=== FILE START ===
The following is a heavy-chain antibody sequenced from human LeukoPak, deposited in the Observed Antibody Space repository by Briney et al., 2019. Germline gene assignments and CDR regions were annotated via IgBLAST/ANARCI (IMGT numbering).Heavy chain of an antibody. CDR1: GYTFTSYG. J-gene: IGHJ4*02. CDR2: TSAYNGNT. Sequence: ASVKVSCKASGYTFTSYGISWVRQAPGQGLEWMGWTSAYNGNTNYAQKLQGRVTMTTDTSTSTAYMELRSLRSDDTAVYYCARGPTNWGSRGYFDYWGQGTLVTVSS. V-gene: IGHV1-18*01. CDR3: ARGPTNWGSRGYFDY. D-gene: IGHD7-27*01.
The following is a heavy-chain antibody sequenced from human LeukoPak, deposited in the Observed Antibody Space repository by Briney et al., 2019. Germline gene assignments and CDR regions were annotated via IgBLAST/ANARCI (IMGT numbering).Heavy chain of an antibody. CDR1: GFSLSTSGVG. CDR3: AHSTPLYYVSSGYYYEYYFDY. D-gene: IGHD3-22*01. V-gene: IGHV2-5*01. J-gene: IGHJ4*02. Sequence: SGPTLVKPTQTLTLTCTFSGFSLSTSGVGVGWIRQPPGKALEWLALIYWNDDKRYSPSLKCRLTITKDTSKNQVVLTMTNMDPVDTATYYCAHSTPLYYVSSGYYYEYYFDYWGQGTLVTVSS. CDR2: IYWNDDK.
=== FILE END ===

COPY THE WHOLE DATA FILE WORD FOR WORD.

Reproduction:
The following is a heavy-chain antibody sequenced from human LeukoPak, deposited in the Observed Antibody Space repository by Briney et al., 2019. Germline gene assignments and CDR regions were annotated via IgBLAST/ANARCI (IMGT numbering).Heavy chain of an antibody. CDR1: GYTFTSYG. J-gene: IGHJ4*02. CDR2: TSAYNGNT. Sequence: ASVKVSCKASGYTFTSYGISWVRQAPGQGLEWMGWTSAYNGNTNYAQKLQGRVTMTTDTSTSTAYMELRSLRSDDTAVYYCARGPTNWGSRGYFDYWGQGTLVTVSS. V-gene: IGHV1-18*01. CDR3: ARGPTNWGSRGYFDY. D-gene: IGHD7-27*01.
The following is a heavy-chain antibody sequenced from human LeukoPak, deposited in the Observed Antibody Space repository by Briney et al., 2019. Germline gene assignments and CDR regions were annotated via IgBLAST/ANARCI (IMGT numbering).Heavy chain of an antibody. CDR1: GFSLSTSGVG. CDR3: AHSTPLYYVSSGYYYEYYFDY. D-gene: IGHD3-22*01. V-gene: IGHV2-5*01. J-gene: IGHJ4*02. Sequence: SGPTLVKPTQTLTLTCTFSGFSLSTSGVGVGWIRQPPGKALEWLALIYWNDDKRYSPSLKCRLTITKDTSKNQVVLTMTNMDPVDTATYYCAHSTPLYYVSSGYYYEYYFDYWGQGTLVTVSS. CDR2: IYWNDDK.